Today marks the start of Trustees’ Week, the annual celebration of trusteeship. Now in its sixth year, Trustees’ Week is a chance for the sector to pay tribute to the amazing contribution of trustees and charities to society. It is also an opportunity for trustees – new and experienced – to brush up on the basics and ensure they are familiar with their fundamental duties as charity trustees. To help with this, the Charity Commission has recently re-launched its key guide, the Essential Trustee. It has been revamped and completely rewritten, clearly explaining the core responsibilities and duties of trustees. Whether you are new to trusteeship or very experienced, the new guide is a must-read. Not only is it a good introduction to – or reminder of – the key duties of being a trustee, it also gives a clear indication of what the commission expects of trustees and the common errors to watch out for.

The new guide also sets out what the commission considers to be best practice for a range of circumstances. As before, the new guide uses the terms ‘must’ and ‘should’ – ‘must’ for a legal or regulatory requirement that trustees must comply with, and ‘should’ for good practice requirements that the commission expects trustees to follow and apply.

If the commission is looking into concerns raised about a particular charity, it will not be enough for its trustees to say that they have complied with the minimum legal requirements. The commission will want to know if they have followed and applied their recommended good practice also and, if not, why not. If you choose not to follow the “shoulds” recommended by the commission, it’s important you can explain and justify your reasons.

So what are the key trustee duties outlined in the guide?

1. Ensure your charity is carrying out its purposes for the public benefit.
2. Comply with your charity’s governing document and the law.
3. Act in your charity’s best interests.
4. Manage your charity’s resources responsibly.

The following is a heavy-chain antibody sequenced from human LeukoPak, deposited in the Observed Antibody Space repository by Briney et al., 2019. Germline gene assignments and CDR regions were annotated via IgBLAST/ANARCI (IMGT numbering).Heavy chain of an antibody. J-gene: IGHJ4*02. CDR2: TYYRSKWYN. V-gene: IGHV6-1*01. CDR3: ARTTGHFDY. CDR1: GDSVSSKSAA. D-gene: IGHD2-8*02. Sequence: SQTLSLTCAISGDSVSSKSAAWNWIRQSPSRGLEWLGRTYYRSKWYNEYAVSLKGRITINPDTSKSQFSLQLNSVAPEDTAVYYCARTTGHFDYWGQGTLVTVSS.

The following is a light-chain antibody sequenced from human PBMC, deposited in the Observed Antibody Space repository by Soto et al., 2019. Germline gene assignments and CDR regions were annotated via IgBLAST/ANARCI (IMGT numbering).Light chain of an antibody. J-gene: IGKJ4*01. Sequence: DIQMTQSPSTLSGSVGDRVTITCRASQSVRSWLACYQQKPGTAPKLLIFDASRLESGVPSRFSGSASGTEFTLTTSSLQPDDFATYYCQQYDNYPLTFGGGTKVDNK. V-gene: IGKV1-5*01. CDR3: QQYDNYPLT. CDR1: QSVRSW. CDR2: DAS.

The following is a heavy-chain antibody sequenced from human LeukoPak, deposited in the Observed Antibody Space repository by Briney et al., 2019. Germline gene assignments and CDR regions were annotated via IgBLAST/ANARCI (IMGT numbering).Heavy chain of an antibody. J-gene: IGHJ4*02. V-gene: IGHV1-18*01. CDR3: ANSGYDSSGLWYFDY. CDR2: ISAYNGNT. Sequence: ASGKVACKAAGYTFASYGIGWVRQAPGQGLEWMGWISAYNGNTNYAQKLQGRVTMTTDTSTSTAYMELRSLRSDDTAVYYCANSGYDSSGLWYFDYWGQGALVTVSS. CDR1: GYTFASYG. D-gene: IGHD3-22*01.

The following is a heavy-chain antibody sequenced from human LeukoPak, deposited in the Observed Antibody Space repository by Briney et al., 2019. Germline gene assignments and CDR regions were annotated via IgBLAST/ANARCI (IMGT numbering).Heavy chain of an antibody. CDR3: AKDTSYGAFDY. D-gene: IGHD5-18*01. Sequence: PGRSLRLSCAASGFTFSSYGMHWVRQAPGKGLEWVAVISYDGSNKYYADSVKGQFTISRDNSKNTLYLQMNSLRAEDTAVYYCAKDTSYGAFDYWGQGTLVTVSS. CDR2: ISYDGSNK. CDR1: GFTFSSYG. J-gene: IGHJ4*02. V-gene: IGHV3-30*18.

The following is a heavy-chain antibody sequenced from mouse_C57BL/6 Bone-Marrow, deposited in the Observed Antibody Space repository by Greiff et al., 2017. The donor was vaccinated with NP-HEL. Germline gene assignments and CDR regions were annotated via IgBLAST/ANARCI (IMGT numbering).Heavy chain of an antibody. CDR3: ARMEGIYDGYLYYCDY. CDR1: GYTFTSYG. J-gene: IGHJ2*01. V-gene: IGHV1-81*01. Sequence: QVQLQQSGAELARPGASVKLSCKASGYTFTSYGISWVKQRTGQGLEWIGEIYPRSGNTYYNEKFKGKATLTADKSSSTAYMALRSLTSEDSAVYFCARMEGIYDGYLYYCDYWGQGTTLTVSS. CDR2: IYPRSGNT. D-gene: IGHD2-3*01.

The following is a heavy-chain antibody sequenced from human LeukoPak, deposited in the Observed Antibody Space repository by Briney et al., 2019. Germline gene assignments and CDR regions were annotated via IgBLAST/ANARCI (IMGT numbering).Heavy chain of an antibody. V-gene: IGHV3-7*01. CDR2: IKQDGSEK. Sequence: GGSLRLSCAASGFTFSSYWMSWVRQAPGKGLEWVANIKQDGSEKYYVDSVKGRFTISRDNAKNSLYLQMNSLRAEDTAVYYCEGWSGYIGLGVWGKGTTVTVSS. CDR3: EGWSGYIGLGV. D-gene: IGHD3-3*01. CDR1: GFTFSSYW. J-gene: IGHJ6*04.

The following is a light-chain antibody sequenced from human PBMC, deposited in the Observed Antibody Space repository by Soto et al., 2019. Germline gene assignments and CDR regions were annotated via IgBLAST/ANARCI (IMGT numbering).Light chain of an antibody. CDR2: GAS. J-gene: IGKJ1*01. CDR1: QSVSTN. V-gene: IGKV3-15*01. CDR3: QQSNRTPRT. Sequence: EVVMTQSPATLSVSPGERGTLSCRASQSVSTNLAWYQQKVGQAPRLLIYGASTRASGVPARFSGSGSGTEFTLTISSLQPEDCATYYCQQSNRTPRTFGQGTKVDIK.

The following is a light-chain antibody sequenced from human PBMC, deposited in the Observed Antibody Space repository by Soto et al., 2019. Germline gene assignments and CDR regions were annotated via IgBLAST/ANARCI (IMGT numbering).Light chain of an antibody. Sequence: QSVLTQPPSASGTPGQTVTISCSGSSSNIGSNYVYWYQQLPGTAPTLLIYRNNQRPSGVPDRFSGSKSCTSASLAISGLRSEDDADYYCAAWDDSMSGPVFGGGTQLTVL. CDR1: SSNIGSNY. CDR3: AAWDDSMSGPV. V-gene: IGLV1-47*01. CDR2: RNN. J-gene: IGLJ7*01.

5. Act with reasonable care and skill.
6. Ensure your charity is accountable.

When serious concerns arise about a charity and its governance, the commission has found there’s usually been a failure in at least one of these duties. While it may seem obvious to say, for example, that a charity needs to comply with its governing document, it happens all too often in practice that trustees lack familiarity with or fail to adhere to it.

The new guide highlights common pitfalls such as this and gives practical examples of how trustees can comply with good governance practice. Additional detailed guidance is signposted for those who want a more in-depth understanding.

Hearteningly, while the guide emphasises trustee obligations and responsibilities, it also reassures trustees that they are not expected to be perfect – they are expected to do their best. The guide acknowledges that charities vary in size and activities, and what amounts to good practice will differ from charity to charity. At BWB, we are encouraging our clients to read the new Essential Trustee guide and find out what the Commission views as good practice.

As the new guide acknowledges, volunteering as a charity trustee is a rewarding and exciting opportunity and BWB is delighted to be part of Trustees’ Week, championing and supporting trustees across the sector.

 


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Leona Roche

Senior Associate and Joint Head of Faith-Based Organisations

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+44(0)20 7551 7736

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l.roche@bwbllp.com
View full information about Leona Roche

Posted on 02/11/2015 in Legal Updates

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